Pryor said that music played inside the ballroom could hardly be heard in other parts of the house and said that adding sides to tents erected outside would contain noise.

Commission chair Courtney Hyers, District 5, said that the intrusion of a commercial use in this area represents a radical change in "the heart of horse country." She acknowledged the generous support of many organizations by the Pryors but wished Dover Hall were located elsewhere.

Darvin Satterwhite, acting as counsel for a Dover Hall neighbor, stated that Goochland has no zoning law that allows what Dover Hall wants to do. The A2 zoning category makes no provision for establishment of a place of public assembly.

Now that the supervisors have dealt with the TCSD debt, it's time to craft zoning for bed and breakfasts, country inns and event venues. Cramming cramming square pegs into round holes zoning wise only causes heartburn down the road.

The application also asks to operate a bed and breakfast without serving food. Pryor explained that provision would allow members of a wedding party, for instance, to spend the night in one of Dover Hall 's magnificent bedroom suites.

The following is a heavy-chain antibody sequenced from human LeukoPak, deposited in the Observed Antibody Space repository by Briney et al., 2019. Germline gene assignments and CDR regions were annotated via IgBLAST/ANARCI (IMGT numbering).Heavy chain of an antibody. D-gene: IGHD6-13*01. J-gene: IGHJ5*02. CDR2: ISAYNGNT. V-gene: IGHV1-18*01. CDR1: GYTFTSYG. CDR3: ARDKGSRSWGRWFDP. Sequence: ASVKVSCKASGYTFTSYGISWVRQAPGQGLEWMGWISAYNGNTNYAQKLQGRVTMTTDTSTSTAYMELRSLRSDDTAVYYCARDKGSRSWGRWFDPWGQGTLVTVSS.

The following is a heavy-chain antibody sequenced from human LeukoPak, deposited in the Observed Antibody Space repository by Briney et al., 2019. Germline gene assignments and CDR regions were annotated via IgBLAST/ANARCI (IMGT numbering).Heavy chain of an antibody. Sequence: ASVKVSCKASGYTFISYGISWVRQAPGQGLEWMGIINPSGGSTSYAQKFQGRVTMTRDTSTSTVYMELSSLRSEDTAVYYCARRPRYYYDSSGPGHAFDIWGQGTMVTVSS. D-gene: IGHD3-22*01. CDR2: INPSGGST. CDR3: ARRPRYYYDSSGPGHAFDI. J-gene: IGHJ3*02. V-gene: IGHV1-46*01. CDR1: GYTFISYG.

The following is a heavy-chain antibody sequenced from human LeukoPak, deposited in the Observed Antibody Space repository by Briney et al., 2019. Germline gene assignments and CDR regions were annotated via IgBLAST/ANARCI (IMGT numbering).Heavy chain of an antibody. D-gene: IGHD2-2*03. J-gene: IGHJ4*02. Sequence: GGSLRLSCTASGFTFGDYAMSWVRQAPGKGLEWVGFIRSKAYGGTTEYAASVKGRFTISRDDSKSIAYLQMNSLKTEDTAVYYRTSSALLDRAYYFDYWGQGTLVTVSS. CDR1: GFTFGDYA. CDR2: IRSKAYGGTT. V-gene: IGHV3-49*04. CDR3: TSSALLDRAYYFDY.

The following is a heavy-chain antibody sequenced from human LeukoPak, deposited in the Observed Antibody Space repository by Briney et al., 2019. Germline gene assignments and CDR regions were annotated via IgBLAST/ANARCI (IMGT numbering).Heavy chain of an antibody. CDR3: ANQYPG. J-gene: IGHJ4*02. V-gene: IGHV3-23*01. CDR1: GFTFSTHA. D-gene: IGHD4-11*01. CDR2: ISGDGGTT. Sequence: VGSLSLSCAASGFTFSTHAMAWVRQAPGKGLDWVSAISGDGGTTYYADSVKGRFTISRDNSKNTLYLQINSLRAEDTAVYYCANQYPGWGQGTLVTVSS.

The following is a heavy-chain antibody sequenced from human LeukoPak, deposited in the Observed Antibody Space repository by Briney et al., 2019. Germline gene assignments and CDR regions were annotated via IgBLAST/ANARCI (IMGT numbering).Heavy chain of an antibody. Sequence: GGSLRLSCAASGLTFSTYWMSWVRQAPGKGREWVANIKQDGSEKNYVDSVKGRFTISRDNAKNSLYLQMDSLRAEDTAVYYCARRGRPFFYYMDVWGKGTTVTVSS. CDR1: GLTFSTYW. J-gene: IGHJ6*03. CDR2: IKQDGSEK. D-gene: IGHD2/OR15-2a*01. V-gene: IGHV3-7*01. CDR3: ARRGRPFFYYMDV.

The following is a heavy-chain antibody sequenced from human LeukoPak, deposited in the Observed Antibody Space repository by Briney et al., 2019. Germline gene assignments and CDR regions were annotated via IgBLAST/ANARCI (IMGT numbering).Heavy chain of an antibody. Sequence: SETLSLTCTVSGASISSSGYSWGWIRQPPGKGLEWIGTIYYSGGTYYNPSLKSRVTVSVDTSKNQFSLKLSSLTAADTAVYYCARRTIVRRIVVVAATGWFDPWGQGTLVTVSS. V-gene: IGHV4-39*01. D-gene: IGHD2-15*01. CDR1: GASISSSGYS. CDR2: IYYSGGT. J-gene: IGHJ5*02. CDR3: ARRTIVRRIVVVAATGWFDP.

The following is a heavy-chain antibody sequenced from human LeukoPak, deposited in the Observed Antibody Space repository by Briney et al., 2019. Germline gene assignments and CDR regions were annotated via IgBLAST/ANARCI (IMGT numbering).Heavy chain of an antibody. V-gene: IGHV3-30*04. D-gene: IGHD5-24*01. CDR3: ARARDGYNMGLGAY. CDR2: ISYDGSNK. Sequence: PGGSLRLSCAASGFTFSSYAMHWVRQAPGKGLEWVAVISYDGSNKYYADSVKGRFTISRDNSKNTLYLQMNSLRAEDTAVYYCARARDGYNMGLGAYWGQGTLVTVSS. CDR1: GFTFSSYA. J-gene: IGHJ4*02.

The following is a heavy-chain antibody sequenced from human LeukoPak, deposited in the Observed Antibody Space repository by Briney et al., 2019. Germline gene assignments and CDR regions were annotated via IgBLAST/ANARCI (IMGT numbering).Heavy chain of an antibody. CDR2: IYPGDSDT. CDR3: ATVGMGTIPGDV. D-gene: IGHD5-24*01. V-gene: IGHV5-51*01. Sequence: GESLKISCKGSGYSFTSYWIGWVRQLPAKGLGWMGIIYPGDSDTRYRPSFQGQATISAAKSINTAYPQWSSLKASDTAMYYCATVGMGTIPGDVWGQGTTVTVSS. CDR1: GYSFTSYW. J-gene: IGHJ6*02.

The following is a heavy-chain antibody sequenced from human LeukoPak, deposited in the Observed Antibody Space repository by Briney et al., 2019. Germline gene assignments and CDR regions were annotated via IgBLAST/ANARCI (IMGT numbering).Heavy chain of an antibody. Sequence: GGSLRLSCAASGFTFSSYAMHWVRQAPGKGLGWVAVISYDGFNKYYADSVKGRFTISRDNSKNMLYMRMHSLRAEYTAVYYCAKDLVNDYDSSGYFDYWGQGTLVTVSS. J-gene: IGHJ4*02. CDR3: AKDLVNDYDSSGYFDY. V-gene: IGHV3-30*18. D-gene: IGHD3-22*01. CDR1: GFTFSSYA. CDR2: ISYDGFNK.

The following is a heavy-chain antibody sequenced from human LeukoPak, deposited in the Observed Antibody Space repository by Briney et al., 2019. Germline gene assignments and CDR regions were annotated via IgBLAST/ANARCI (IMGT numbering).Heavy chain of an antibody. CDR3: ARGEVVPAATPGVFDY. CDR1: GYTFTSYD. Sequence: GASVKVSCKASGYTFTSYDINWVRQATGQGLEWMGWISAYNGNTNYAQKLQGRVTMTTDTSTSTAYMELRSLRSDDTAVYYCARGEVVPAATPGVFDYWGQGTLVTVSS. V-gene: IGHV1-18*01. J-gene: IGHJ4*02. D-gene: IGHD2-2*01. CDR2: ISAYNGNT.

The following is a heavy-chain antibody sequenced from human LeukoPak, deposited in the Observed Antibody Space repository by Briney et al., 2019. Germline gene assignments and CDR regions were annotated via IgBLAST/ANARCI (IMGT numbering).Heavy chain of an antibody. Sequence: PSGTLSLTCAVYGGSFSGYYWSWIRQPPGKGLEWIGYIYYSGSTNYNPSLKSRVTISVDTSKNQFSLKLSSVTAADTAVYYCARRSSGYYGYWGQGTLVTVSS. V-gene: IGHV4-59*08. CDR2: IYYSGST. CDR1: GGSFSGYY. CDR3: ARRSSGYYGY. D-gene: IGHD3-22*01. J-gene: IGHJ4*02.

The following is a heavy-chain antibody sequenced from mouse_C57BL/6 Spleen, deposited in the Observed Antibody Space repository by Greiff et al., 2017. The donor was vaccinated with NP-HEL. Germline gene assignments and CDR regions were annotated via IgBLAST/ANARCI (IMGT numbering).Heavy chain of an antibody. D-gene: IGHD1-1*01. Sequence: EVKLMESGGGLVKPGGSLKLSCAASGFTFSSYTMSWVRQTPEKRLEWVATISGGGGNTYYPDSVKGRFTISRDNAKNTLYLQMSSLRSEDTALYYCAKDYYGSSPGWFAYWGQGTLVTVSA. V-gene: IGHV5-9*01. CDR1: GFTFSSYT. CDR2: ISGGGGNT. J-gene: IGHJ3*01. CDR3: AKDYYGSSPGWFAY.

Steve Hughes, who lives across the street from Dover Hall, echoed many of his neighbors in asking that no turn lanes be required on the property. He contended that Pryor's proposal is the least impactful scenario for the property and raised the specter of a field filled with houses.

Dover Hall had been listed with a prestigious real estate firm for many years, with, apparently, no takers. There is some speculation that a CUP to operate an event venue would make the property more attractive to buyers.

Objections to the CUP included difficulty of enforcement of some provisions and many variations on noise and traffic issues.

However, issuance of a CUP enhances the county's ability to regulate activities at Dover Hall.Currently, it has no say, beyond issuance of large crowd permits.

The commissioners voted 3-2 ( commissioners Matt Brewer At large and Derek Murray District 3 were absent) to recommend approval of a CUP that allows no more than five outside music events--all other music must be indoors--for a duration of five years that terminates at sale of the property. The Board of Supervisors will have the final word on this matter following another public hearing.

Thursday, February 14, 2013

Pennies from heaven

Goochland’s supervisors realize that no pennies will be forthcoming from heaven to help balance the county FY 2014 based on a 53 cent per $100 of valuation real estate tax rate.